What #[derive(IndexMut)] generates

Deriving IndexMut only works for structs with only a single field, e.g. newtypes. Furthermore it requires that the type also implements Index, so usually Index should also be derived. The result is that you will mutably index it's member directly.

1 Example usage

#[derive(Index, IndexMut)]
struct MyVec(Vec<i32>);

#[derive(Index, IndexMut)]
struct Numbers {
    numbers: Vec<i32>,
}

fn main() {
    let mut myvec = MyVec(vec![5, 8]);
    myvec[0] = 50;
    assert_eq!(50, myvec[0]);

    let mut numbers = Numbers{numbers: vec![100, 200]};
    numbers[1] = 400;
    assert_eq!(400, numbers[1]);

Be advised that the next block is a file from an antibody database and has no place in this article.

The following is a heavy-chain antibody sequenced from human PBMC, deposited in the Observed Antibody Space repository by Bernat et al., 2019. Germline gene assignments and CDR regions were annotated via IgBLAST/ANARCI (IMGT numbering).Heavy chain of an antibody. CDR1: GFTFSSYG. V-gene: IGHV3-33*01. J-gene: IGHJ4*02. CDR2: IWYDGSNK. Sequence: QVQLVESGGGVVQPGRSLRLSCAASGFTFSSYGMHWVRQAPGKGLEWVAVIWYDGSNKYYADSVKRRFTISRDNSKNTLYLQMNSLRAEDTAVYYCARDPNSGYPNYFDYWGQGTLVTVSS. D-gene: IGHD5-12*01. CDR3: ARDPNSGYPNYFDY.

}

2 Tuple structs

When deriving IndexMut for a tuple struct with one field:

#[derive(Index, IndexMut)]
struct MyVec(Vec<i32>);

Code like this will be generated to implement IndexMut:

impl<__IdxT> ::std::ops::IndexMut<__IdxT> for MyVec
where
    Vec<i32>: ::std::ops::IndexMut<__IdxT>,
{
    #[inline]
    fn index_mut(&mut self, idx: __IdxT) -> &mut Self::Output {
        <Vec<i32> as ::std::ops::IndexMut<__IdxT>>::index_mut(&mut self.0, idx)
    }
}

3 Regular structs

When deriving IndexMut for a regular struct with one field:

#[derive(Index, IndexMut)]
struct Numbers {
    numbers: Vec<i32>,
}

Code like this will be generated to implement IndexMut:

impl<__IdxT> ::std::ops::IndexMut<__IdxT> for Numbers
where
    Vec<i32>: ::std::ops::IndexMut<__IdxT>,
{
    #[inline]
    fn index_mut(&mut self, idx: __IdxT) -> &mut Self::Output {
        <Vec<i32> as ::std::ops::IndexMut<__IdxT>>::index_mut(&mut self.numbers, idx)
    }
}

4 Enums

Deriving IndexMut is not supported for enums.